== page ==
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Image of someone with a hearing aid doing a brain game to improve cognitive ability.

Because of its simplicity, soduku is one of the world’s most popular puzzle games. A pencil, some numbers, and a few grids are all that’s required. A very relaxing way to pass some hours, for many individuals, is a soduku puzzle book. It’s an added bonus that it strengthens your brain.

It’s become popular to use “brain workouts” to deal with mental decline. But Sudoku isn’t the only way to delay cognitive recession. At times, your brain needs a boost in mental activation and research has demonstrated that hearing aids might be able to fill that role.

What is Cognitive Decline?

Your brain is a “use it or lose it” organ. Neural connections will fizzle without proper stimulation. That’s why Sudoku tends to keep you mentally active: it forces your brain to think, to creatively develop and reinforce numerous neural pathways.

While some mental decline is a natural part of aging, there are some variables that can speed up or exacerbate that decline. Hearing loss, for example, can provide an especially formidable danger for your cognitive health. When your hearing starts to diminish, two things take place that powerfully impact your brain:

  • You can’t hear as well: There is less sound going in to activate your auditory cortex (the hearing focus of the brain). Your brain might end up changing in a way that causes it to prioritize other senses like sight. Increased danger of mental decline has been linked to these changes.
  • You go out less: Self isolation is a very detrimental behavior, but that’s exactly what some people do when they suffer from hearing loss. As your hearing loss progresses, it might just seem simpler to stay inside to avoid conversation. This can rob your brain of even more input.

These two factors, when put together, can cause your brain to change in major ways. Memory loss, difficulty concentrating, and ultimately an increased danger of dementia have been connected to this sort of mental decline.

Is Cognitive Decline Reversable With Hearing Aids?

So, this mental decline takes place because your hearing loss is going untreated. This means that the best way to reverse those declines is pretty obvious: deal with your hearing loss! In most cases, this means new hearing aids.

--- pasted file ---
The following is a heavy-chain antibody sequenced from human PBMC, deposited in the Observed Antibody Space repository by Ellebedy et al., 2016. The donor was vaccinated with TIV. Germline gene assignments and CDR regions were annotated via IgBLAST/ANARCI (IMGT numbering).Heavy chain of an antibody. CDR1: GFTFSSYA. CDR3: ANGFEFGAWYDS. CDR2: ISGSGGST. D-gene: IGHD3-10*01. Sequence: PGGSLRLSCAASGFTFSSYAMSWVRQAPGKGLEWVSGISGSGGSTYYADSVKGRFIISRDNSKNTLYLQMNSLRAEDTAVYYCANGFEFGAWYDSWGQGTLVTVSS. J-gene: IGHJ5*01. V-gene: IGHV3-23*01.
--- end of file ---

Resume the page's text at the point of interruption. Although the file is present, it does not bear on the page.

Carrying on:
It’s well corroborated and also surprising the extent that hearing aids can slow down mental decline. Experts at the University of Melbourne interviewed around 100 adults between the ages of 62-82, all of whom had some kind of hearing loss. Among those adults who wore their hearing aids for at least 18 months, over 97% reported that their cognitive decline either stopped or reversed.

That’s a nearly universal improvement, just from using hearing aids. We can learn a couple of things from this:

  • One of the principal functions of hearing aids is to keep you in your social circle. And the more social you can be, the more engaged your brain remains. When you can follow conversations it’s a lot more enjoyable to socialize with your friends.
  • Discovering ways to keep your auditory cortex active would be helpful because stimulation is the key to mental health. As long as you continue to hear (with the assistance of hearing aids), this major area of your brain will continue to be stimulated, dynamic, and healthy.

Doesn’t Mean Sudoku is a Bad Idea

This new research from the University of Melbourne isn’t an outlier. Study after study seems to back up the notion that hearing aids can help slow down cognitive decline, especially when that decline would be accelerated by neglected hearing loss. But many individuals have hearing loss and just aren’t aware of it. The symptoms can sneak up on you. So if you’re feeling strained, forgetful, or even a little spacier than usual, it may be worth checking with your hearing specialist.

You should still keep doing Sudoko and other brain games. They keep your brain fresh and pliable and give you better overall cognitive function. Both hearing aids and Sudoku can help you work out your brain and keep yourself mentally fit.

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The site information is for educational and informational purposes only and does not constitute medical advice. To receive personalized advice or treatment, schedule an appointment.